minimum time peroid would be to split my large house bank into 2 house
banks. One would be fully charged on stand-by and yes the last 15% of
its recharge via the solar array.
The bank in operation would be monitored and discharged down to no less
than 50%.
The standby battery would be selected at that time and the other partially
discharged bank immediately recharged to 80% from the engine alternator
and then the solar array would charge it up to full charge.

What is wrong with this concept. Please I also am here to learn from those
willing to share their hands on experience.

I see the logic in what you're saying, and yes, that's one way to go. The down sides are... that it is more "complicated" to have two house banks, and simple is always best. Also, if you have the same amount of batteries, but they make just one larger bank, you will be cycling the house bank to a much shallower % of discharge. This doubles the lifespan of the house batteries, and if monitored carefully, a LARGE reserve in one house bank, (in my view), is safer than a more complicated system with half the house bank's "reserve", always being discharged to the point of not being available. Remember, if you have an engine cranking battery as a back up, the risk of a disaster due to low house batteries, is less. You already have a redundant energy system.

Now, this shallower % of discharge comes with a downside. It exacerbates the issue of batteries only accepting a small portion of the alternators BIG amps, near the top of the batteries' charge.

A good compromise would be to take your one large house bank down to only... 65% charged, bring them up to about 85% with the alternator, early in the morning, and then let the solar panels top off the last 15% over the day, when usage of the batteries is at a minimum.

It can't be over stressed... Money spent converting anchor, running, and reading lights to LEDs, and cabin lights to fluorescents, as well as super insulating a small refrigerator, will save BIG bucks compared to the attempt to generate twice as much power. Microwave ovens and inverters are quite unnecessary "most of the time", and I'd suggest that you only use them when there is no problem topping off the batteries that day.

We run as many things as possible, (like TV, lap top computer, etc.), that take low V DC, on 12V to 19V DC "car adaptors", rather than the AC to DC black box, that they came with, for home use. This makes it where we only need to use the inverter infrequently, to charge nicad batteries and the like.

Most boats can cut their energy consumption in half, and that is a good first move. Then access your boat's energy needs and decide what compromise works for you.

Mark
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Old 05-04-2011, 16:16   #178
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Quote:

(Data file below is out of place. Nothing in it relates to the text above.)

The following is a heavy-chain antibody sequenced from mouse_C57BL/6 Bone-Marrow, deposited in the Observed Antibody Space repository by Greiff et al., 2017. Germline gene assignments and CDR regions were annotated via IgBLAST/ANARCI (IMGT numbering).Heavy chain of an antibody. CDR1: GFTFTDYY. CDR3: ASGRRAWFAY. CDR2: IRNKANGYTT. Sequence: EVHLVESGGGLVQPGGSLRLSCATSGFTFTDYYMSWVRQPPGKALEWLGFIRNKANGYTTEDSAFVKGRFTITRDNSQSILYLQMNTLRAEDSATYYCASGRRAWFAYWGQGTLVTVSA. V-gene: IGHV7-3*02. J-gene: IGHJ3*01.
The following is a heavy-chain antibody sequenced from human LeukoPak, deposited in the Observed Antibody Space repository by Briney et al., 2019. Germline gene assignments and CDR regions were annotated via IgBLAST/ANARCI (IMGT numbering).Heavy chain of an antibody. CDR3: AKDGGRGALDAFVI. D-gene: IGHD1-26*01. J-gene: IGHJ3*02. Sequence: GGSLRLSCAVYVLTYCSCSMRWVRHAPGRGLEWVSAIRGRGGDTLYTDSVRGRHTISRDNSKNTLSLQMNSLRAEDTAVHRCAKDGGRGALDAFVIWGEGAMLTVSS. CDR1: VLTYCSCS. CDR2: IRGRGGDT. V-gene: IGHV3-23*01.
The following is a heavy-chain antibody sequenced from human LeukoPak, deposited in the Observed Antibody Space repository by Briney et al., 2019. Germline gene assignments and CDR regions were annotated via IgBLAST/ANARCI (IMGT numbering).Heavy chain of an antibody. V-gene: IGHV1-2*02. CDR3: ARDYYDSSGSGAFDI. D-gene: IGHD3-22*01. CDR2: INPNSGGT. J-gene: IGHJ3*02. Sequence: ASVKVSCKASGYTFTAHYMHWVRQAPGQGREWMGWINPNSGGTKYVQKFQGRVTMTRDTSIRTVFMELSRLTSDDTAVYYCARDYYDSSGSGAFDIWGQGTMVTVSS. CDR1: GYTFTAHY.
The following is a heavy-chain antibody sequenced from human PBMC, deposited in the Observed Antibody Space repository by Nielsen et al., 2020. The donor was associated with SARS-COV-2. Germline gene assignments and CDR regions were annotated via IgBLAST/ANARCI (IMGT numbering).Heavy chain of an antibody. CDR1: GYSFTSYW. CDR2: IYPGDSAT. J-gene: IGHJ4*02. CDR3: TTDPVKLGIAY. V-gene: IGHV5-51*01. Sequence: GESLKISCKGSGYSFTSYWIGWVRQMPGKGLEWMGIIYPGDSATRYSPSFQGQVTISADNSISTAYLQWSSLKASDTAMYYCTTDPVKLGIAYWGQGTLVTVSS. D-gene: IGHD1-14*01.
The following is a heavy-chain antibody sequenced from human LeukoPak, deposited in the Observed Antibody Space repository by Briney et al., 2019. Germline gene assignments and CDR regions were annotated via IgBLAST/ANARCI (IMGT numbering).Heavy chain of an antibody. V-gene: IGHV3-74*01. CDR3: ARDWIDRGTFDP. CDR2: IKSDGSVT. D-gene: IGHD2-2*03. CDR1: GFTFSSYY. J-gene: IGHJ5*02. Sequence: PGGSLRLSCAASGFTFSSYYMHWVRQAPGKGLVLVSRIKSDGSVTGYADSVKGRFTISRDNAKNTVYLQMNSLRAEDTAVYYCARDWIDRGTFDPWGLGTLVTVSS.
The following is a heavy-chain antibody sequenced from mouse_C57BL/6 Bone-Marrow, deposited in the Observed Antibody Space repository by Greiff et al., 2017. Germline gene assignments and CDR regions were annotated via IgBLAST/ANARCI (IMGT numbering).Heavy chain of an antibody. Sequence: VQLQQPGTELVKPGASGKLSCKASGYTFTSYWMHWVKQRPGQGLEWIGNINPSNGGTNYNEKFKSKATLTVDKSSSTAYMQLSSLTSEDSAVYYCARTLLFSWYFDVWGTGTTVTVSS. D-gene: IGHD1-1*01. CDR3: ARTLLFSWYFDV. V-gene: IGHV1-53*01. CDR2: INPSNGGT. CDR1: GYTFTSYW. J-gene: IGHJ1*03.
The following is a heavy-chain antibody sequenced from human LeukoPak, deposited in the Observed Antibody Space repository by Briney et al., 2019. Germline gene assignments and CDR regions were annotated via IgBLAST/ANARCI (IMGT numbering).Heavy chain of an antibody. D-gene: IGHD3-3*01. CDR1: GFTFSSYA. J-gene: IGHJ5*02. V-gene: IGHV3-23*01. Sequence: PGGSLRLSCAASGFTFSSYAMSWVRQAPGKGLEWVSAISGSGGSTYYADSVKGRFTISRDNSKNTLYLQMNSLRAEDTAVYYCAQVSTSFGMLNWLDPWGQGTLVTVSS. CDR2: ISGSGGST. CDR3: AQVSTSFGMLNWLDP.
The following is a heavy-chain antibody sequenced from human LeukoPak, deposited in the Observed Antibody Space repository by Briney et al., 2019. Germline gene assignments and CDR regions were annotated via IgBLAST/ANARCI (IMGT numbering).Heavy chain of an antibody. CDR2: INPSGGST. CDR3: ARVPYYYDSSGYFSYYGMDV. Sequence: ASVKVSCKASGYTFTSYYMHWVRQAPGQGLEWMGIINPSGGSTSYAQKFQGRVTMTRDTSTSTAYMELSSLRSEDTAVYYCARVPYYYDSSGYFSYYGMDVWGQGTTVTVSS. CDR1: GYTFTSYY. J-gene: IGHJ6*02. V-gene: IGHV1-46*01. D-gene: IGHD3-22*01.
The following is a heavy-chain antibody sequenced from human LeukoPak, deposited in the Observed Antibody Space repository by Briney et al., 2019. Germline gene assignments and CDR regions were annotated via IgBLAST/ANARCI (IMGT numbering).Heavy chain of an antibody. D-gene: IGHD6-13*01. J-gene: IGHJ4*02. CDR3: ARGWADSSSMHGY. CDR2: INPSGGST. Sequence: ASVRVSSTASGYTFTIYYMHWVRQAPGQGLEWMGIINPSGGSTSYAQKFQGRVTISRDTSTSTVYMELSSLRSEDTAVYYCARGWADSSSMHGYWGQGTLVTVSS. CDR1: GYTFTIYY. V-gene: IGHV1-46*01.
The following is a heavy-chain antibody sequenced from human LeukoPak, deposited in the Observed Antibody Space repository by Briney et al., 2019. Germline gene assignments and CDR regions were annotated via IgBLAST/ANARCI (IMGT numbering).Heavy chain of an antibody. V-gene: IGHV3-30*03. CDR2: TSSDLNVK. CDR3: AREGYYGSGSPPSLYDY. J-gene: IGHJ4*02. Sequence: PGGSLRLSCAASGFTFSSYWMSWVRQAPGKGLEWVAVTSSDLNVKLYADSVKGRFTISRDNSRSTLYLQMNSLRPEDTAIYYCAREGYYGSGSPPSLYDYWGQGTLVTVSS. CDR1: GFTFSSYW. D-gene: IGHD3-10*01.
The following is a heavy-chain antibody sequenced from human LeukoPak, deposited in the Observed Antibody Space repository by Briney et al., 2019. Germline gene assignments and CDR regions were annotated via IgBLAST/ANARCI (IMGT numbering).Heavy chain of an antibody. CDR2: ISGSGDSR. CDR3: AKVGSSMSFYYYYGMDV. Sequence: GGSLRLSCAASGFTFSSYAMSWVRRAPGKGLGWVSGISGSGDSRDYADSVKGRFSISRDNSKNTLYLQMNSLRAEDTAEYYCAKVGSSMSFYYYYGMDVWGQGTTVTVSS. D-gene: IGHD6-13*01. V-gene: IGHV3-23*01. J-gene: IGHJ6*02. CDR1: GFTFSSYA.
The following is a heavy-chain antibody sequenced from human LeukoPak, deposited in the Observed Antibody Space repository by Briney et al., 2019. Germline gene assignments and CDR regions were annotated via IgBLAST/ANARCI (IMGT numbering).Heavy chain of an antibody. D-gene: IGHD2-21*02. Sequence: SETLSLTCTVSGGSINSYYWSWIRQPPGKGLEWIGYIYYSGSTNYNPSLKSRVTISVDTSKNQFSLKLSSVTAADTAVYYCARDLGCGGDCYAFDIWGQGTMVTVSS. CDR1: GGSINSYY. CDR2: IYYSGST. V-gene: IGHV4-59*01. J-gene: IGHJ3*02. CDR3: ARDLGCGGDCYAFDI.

Originally Posted by Maine Sail

Dumb regs can work just fine if the absorption voltage is correct. Many older dumb regs have the voltage set far to low but most current alts are most often at 14.2-14.6 volts with 14.4 being the most common I see. The idea that all boaters who don't have a "smart" regulator is a "terrible choice" is not applicable to all situations and may not be as "terrible a choice" as you make it out to be in the real world.

If you have GEL Cell, TPPL or AGM or are in a hot climate then temp compensation is a great "smart" feature. I install lots of external regs but also talk many of my customers out of them when they are not necessary for the use/application. No sense in selling my customers something they don't need, as many installers do, when they don't really need it.
I disagree in fact most car alternators are now designed to top up maintenance free batteries and set the max charging voltage at around 14 v especially as they are not temperature compensated. I've never seen standard alternators generate 14.6 volts as this is above the gassing voltage.

It's important to point out that the standard car alternator and it's associated regulator is not designed to charge batteries. Modern alternators provide power to run the cars electrical system. Since cranking an engine takes a very small amount out of a battery. The alternator never really has to do much charging and isn't optimised to do so .

This is why the last 20% of the charge cycle , ie the absorption cycle takes so long with a standard regulator.

The recommended method of charging lead acid is. IU charging , that is constant max current during bulk mode then entering absorption mode with the terminal voltage kept high to generate the shortest absorption cycle consistent with specs. And gassing

All your charging sources be they solar wind , alternator , unless there are of trivial power , should be capable of IU or even IUU charging.

This requires smarter regulators on alternators whose primary design feature is to charge batteries. That's why standard regulators are terrible.

It always surprises me to see people spend large amounts of money or smart AC battery chargers, solar MPPT controllers and then leave one of the most efficient systems saddled with a poor controller.